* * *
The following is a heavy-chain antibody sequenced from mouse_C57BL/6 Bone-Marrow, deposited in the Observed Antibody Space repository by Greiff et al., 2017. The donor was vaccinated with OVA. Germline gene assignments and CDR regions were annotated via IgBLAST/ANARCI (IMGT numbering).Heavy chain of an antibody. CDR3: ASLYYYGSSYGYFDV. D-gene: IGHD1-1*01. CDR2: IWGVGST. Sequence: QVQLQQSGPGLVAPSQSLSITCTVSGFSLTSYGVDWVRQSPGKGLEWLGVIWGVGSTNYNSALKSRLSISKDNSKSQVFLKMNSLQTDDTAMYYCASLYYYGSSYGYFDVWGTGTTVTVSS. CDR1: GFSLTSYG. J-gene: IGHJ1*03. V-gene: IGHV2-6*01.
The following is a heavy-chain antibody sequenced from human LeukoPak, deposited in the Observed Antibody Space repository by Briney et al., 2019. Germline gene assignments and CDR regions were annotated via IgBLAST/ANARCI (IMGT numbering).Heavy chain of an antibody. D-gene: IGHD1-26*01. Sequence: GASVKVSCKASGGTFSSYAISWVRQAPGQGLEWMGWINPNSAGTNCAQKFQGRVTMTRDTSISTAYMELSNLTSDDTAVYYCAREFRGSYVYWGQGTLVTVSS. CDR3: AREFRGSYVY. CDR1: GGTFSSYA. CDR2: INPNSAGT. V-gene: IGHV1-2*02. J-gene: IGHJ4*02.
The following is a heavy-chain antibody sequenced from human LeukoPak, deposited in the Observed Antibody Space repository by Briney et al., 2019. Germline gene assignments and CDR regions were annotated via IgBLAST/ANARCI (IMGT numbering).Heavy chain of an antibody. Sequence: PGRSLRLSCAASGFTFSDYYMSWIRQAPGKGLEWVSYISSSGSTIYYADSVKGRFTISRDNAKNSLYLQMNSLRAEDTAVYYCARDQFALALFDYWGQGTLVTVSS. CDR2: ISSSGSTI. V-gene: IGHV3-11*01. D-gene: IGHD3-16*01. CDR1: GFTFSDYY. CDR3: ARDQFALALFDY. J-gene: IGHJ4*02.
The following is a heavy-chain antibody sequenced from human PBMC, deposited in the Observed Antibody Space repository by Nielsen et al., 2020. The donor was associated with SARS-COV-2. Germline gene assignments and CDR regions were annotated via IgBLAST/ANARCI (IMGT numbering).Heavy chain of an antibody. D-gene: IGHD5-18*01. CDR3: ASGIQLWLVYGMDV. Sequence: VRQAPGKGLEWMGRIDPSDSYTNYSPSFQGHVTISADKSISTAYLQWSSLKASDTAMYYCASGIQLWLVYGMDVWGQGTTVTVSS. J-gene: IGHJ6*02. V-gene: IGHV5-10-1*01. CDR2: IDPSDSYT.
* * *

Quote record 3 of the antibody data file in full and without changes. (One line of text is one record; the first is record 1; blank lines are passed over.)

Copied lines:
The following is a heavy-chain antibody sequenced from human LeukoPak, deposited in the Observed Antibody Space repository by Briney et al., 2019. Germline gene assignments and CDR regions were annotated via IgBLAST/ANARCI (IMGT numbering).Heavy chain of an antibody. Sequence: PGRSLRLSCAASGFTFSDYYMSWIRQAPGKGLEWVSYISSSGSTIYYADSVKGRFTISRDNAKNSLYLQMNSLRAEDTAVYYCARDQFALALFDYWGQGTLVTVSS. CDR2: ISSSGSTI. V-gene: IGHV3-11*01. D-gene: IGHD3-16*01. CDR1: GFTFSDYY. CDR3: ARDQFALALFDY. J-gene: IGHJ4*02.